CME was stimulated by the addition of labeled transferrin to cultured cells and incubated for 45 minutes. Subsequently, the cells were fixed in paraformaldehyde and transferrin uptake measured in an image analysis system to determine the mean fluorescence intensity of individual cells. Particle detection and tracking were performed using Imaris 7.1 (Bitplane) following background subtraction [9].

Results and Discussion
The studies in the SK-MEL-2 cells were designed to examine the process of CME with fluorescent fusion proteins expressed from their native loci. Specifically, the goal was to determine how the spatiotemporal events of CME in these cells compared to previous reports that utilized ectopically overexpressed fusion proteins and described the mammalian CME process as more heterogeneous and inefficient. Initial results in the genome-edited cells demonstrated the ability to tag CLTA with RFP on either one allele or all alleles. In each case, fluorescence imaging confirmed that CLTA-RFP co-localized with clathrin heavy chain. Functional analysis (tab. 1) showed the heterozygous-tagged cells (one allele) maintained robust transferrin uptake and exhibited a short fluorescence lifetime (44 +/- 3.1 sec), whereas cells overexpressing the same CLTA-RFP fusion yielded decreased endocytosis and a significantly longer fluorescence lifetime (63 +/- 2.9 sec). Interestingly, cells with all alleles tagged using ZFNs yielded an intermediate lifetime (52 +/- 2.0 sec), sustained modest transferrin uptake, and showed large, stable clathrin-coated structures at the plasma membrane similar to those observed in cells overexpressing the fusion protein. These data demonstrated that CME in mammalian cells is more dynamic than first thought and that increased levels of fluorescent fusion proteins result in decreased CME dynamics and endocytic function.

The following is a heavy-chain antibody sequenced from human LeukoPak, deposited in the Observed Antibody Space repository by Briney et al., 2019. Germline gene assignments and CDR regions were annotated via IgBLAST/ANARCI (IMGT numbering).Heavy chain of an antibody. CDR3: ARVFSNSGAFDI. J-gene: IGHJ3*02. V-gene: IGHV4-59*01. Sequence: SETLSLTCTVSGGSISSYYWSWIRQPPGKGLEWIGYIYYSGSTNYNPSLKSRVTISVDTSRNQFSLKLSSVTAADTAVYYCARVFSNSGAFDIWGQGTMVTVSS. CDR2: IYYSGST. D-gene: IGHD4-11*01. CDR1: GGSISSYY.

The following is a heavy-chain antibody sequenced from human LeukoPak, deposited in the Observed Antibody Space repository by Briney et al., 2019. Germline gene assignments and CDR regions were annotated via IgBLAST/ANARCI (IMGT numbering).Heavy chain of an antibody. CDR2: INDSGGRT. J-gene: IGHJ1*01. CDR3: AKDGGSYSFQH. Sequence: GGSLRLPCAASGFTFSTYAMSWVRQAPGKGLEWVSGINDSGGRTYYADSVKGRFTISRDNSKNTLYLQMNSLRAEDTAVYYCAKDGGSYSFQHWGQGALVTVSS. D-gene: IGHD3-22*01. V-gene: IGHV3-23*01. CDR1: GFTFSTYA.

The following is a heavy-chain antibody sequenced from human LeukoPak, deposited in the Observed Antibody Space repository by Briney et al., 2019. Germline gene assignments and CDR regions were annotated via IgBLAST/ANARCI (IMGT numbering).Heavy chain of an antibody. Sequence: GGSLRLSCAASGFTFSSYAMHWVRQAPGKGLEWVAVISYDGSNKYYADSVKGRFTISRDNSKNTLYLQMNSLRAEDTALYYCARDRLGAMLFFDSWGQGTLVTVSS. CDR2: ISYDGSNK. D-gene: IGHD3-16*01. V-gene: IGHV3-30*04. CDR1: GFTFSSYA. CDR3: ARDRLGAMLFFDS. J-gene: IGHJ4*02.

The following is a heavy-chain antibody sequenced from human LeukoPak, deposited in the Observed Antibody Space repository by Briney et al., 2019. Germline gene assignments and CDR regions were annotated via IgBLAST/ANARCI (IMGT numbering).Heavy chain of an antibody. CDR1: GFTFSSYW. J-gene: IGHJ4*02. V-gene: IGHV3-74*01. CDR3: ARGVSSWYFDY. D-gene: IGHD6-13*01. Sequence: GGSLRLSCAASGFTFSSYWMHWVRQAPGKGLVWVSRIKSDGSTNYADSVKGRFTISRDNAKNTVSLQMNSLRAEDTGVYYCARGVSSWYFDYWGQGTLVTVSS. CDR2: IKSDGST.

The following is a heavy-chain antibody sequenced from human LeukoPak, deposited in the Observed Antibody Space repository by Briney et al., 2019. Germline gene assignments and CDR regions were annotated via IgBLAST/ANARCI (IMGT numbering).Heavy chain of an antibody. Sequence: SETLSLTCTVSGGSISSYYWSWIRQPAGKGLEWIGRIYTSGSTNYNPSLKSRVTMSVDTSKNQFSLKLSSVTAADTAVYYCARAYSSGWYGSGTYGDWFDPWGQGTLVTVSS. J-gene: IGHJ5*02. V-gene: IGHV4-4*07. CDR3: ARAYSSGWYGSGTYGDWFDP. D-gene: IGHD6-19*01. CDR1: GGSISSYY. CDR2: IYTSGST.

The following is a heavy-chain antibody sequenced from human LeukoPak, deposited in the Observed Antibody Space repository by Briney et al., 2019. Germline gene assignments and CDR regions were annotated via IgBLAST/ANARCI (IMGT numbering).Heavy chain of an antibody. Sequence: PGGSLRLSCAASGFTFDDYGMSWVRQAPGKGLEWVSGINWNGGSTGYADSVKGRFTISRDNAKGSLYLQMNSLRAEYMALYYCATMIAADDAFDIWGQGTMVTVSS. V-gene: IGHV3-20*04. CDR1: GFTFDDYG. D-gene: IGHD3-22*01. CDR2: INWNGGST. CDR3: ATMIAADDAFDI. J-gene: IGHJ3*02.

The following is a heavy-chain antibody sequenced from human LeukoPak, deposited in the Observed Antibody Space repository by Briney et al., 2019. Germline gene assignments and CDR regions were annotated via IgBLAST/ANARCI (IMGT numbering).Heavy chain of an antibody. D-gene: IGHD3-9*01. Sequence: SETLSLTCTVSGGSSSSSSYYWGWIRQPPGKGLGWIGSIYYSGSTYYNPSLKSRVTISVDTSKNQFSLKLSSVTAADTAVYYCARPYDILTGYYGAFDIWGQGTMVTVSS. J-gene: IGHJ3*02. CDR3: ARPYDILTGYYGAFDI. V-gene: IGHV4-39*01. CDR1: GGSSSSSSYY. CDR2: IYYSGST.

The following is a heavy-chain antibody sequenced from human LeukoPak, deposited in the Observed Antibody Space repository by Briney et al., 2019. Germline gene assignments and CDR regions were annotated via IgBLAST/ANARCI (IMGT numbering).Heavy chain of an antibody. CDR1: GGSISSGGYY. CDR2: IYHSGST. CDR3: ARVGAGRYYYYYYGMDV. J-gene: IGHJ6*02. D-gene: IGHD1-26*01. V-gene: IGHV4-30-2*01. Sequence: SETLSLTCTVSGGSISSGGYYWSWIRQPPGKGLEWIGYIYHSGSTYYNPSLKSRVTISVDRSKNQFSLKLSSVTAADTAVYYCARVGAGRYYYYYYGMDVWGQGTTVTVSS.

Similar studies were conducted in SK-MEL-2 cells to examine the effects of overexpression on DMN2 dynamics. DNM2-GFP cell lines with one or all alleles tagged using ZFNs were compared to the same cell line with the same fluorescent fusion protein ectopically overexpressed. The results confirmed that the latter cell line had dramatically reduced endocytic function and bright, irregular and highly stable dynamin structures that make analysis of DNM2 membrane dynamics impossible. Similar to experiments using CLTA-RFP, the genome-edited DMN2-GFP cell lines were highly dynamic and exhibited average lifetimes of 24 +/- 1.0 sec (single-tagged allele) and 36 +/- 2.1 sec (all alleles tagged). Thus, for both CLTA-RFP and DNM2-GFP cell lines, CME dynamics were found to be highly sensitive to the level of protein expression and number of alleles tagged.